• May meet with resistance from retailers as service levels may be marginally affected
  • May hamper long term transformation for maximum benefit, after the mid way path
  • May not fully benefit from IT
c)
  • A transition phase before going fully dynamic
  • Immediate benefit of avoiding cost on district 3 warehouse operations
  • Outsourcing will help fix costs and improve efficiency
  • May meet with resistance for closing down district 3 operations, reassigning staff, outsourcing or redistribution of work
  • May also meet with resistance from retailers to go through the risks of transition
 
 
  1. Are the historical conditions which the current distilled liquor distribution is based upon still relevant today? What if any other factors exist that require consideration?
Historical conditions of the existence of multiple stakeholders with diverse interests and the government having to do a balancing act does exist today.  However some other relevant factors for consideration are
  • Technology has advanced considerably, that it is easy to benefit from low costs, high volumes, data access, data integrity and real time information by using IT and MIS, to operate efficiently from central locations. Induction of IT will transform the whole process of procurement and wholesaling in such a manner that, the state’s stores need not even handle the physical cases, buy will only carry out control and monitoring functions.
  • The knowledge that systems exist for tracking performance, efficiency and processes will itself motivate earlier reluctant staff to be open for change and likely bring in discipline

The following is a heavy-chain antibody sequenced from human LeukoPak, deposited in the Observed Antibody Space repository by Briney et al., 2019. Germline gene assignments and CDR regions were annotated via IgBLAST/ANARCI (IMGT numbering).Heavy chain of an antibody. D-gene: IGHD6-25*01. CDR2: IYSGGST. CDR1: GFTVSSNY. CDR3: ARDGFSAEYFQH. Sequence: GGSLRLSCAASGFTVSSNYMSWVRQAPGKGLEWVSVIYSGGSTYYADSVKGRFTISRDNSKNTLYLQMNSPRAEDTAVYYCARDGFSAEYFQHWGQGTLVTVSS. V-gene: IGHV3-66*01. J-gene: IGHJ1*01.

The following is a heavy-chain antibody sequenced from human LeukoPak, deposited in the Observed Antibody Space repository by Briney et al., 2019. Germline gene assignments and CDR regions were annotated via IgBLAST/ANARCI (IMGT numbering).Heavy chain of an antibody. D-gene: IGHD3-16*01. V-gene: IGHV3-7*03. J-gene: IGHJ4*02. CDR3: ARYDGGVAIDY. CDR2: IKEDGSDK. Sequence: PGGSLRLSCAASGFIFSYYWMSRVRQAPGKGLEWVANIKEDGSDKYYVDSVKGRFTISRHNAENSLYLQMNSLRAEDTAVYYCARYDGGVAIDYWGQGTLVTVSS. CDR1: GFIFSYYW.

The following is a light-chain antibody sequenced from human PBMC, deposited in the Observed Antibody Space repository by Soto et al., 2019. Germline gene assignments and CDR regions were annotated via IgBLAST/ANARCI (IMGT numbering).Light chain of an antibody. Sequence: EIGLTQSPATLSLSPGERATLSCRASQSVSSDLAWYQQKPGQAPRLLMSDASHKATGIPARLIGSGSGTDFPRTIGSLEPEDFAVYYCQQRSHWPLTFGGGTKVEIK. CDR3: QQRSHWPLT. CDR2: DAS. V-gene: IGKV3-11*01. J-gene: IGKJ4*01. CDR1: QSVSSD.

• When staff need not have to handle physical goods and the role is more of a monitoring agent, possibilities of inefficiency creeping in and mismanagement for own benefit, can be expected to reduce
  1. Does an inherent social conflict exist if state governments rely upon tax contribution from liquor sales to fund educational programs?
Yes. An inherent social conflict does exist, as, to promote one desirable activity (education) the state has to promote another socially undesirable activity (liquor promotion) to generate revenue for the promotion of the former. Over time, this will expose the state’s lack of clarity in its priorities and lead to dilution of the educational programs taking cover under the need to check the undesirable activity that funds it. The one to one association is definitely undesirable and patently unsustainable. The other possibility, is under the cover of promoting education, there could be over enthusiasm for promotion of liquor business, with its losing control gradually
  1. How would organize the final report on distilled liquor distribution in Michigan if you were Joseph Duncan
Following is the way I would present may case
  1. Historical background of MLCC and liquor control in Michigan
  2. MLCC’s performance over time and concerns of the recent past and the present
  3. Transitions that have taken place since the MLCC came into being in 1930s to the first decade of the 21st century (focusing on need for removing conflict of interests, need for segregation of tasks for good governances, redraw the mission and vision of MLCC with a  set of well aligned objectives, KRAs, measures and reward system) and need for review
  4. What is the central objective of MLCC and what options exist to achieve that?
  5. Should MLCC necessarily be physically handling liquor to achieve its objective for control of liquor trade and tax revenue
  6. Redefine operational role and time bound objectives for MLCC and how to induct IT for efficient operations to achieve the same  
  7. Benefits that will accrue through the redefined approach for MLCC’s role and operations
  8. Costs (real financial and all social) of transition to the new system and how to address those, including staff redeployment
  9. An opportunity for a public debate to get the buy in of stakeholders for the transition
  10. Prerequisites for transition
  11. Time lines or schedule for transition and monitoring mechanism for its implementation